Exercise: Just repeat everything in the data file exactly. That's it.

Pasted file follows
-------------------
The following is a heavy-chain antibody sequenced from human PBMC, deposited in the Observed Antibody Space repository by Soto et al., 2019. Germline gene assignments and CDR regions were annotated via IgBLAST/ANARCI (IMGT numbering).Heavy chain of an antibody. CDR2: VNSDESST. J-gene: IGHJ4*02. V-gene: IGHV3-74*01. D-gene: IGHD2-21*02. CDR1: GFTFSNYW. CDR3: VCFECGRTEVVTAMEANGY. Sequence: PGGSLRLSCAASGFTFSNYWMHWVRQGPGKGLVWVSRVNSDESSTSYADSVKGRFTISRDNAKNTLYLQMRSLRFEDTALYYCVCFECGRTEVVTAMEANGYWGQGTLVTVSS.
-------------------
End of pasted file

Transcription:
The following is a heavy-chain antibody sequenced from human PBMC, deposited in the Observed Antibody Space repository by Soto et al., 2019. Germline gene assignments and CDR regions were annotated via IgBLAST/ANARCI (IMGT numbering).Heavy chain of an antibody. CDR2: VNSDESST. J-gene: IGHJ4*02. V-gene: IGHV3-74*01. D-gene: IGHD2-21*02. CDR1: GFTFSNYW. CDR3: VCFECGRTEVVTAMEANGY. Sequence: PGGSLRLSCAASGFTFSNYWMHWVRQGPGKGLVWVSRVNSDESSTSYADSVKGRFTISRDNAKNTLYLQMRSLRFEDTALYYCVCFECGRTEVVTAMEANGYWGQGTLVTVSS.